“No problem can be solved by the same level of consciousness that created it” (Albert Einstein). Emotional addiction is a central process in consciousness. We are hyper-alert to an emotional siren that will set us off toward more seeking, more manipulation of our exaggerated needs. If Albert is correct, it follows that a raised consciousness is necessary to recovery. I am simply calling it transformation.
Life is a series of transformations. Many theorists have created maps of human development with anywhere from two to ten stages. Moving from one stage to another is a transformation. The childhood stages happen almost automatically, propelled by biology and the care of families. By adulthood (some would say adolescence) transformation becomes more intentional, requiring more support from the culture and contact with the natural world. It relies on self-emptying, which lets something new get in.
Ken Wilber describes a 1-2-3 process of transformation.¹ The first step, fusion, is where you are at now – your current worldview. A better way of relating to everything is enfolded within you, but you are not conscious of it. Next comes differentiation, the unfolding. It sounds pretty but it feels more like falling apart, even dying. Yet in the process you glimpse something new, a taste of the next stage. It is, by definition, an expanded view – more tolerant, more plurality. Finally, there is integration, where you put yourself back together and regain stability.
An important concept in Wilber’s psychology is that the new stage does not replace, but instead integrates the previous stage. The old self is not rejected. It is part of something bigger.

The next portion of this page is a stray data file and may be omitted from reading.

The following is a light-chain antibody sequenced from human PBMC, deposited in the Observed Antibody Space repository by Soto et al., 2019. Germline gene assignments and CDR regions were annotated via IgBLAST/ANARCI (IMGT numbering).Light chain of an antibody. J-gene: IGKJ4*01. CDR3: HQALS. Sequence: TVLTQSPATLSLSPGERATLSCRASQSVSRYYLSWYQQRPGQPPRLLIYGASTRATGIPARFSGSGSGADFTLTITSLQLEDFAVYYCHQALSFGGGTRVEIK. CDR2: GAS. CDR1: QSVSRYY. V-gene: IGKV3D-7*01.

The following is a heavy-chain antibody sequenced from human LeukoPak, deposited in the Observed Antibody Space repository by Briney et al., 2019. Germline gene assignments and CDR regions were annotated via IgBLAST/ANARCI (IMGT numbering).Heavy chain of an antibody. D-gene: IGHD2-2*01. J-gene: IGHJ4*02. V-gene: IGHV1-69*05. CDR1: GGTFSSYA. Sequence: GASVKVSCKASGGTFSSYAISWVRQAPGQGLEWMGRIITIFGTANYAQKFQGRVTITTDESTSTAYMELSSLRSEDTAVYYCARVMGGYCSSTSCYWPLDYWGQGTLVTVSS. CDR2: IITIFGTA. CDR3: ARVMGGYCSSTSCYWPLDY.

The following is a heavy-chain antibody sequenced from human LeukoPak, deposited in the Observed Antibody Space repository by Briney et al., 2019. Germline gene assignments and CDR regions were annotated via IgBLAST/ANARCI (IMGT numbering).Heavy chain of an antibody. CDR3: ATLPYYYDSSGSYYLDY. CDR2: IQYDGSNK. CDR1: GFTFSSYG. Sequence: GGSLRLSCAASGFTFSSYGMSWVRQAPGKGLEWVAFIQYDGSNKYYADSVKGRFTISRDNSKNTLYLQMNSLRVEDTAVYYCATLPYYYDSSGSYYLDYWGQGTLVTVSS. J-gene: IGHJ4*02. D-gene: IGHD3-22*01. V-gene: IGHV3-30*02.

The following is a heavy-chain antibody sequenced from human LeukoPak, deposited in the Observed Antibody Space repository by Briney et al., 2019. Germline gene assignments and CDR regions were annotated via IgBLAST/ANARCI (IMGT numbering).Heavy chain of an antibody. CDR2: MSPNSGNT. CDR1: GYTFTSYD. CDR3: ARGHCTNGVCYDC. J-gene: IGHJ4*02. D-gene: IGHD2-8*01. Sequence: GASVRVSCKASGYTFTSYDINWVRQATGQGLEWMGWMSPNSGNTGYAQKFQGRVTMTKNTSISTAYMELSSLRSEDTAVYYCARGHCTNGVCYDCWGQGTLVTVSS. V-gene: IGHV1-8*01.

Ken Keyes gives us one of these maps which anticipate where we are going. He describes seven “centers” of consciousness.² The first three are the addictive centers of unhappiness: security, sensation and power. The next two are in the recovery zone and the last two are transcendent. Let’s consider the recovery centers.
Transformation also requires a practice. The essential practice in the crossover from emotional addiction to recovery is to “uplevel” your supposed need for satisfaction into a preference. More optional than a need or even a desire. We can prefer lots of things. No limit, really. When something else arrives we can accept it if we only preferred it. Your tolerance for the objective environment and subjective experience increases.
To go further, you realize that everybody else is also struggling with or driven by their emotional addictions. They do not act for the purpose of thwarting your happiness. You do not need to change them, though you would prefer their own recovery.
In this center, you have everything you need. It is a world of abundance (“cornucopia” means “horn of plenty”) instead of a world of scarcity. Your standard reaction to anything is either, “It’s OK,” or, “It’s enough.” This center of conscious stands in contradiction to the addictive attitude, which says, “It’s never enough.”
Even life’s challenges and provocations are giving you what you need – the opportunity to practice your recovery.
- Wilber, Ken. The spectrum of consciousness. Quest Books, 1993.
- Keyes, Ken. Handbook to Higher Consciousness. Berkeley, Calif: Living Love Center, 1975.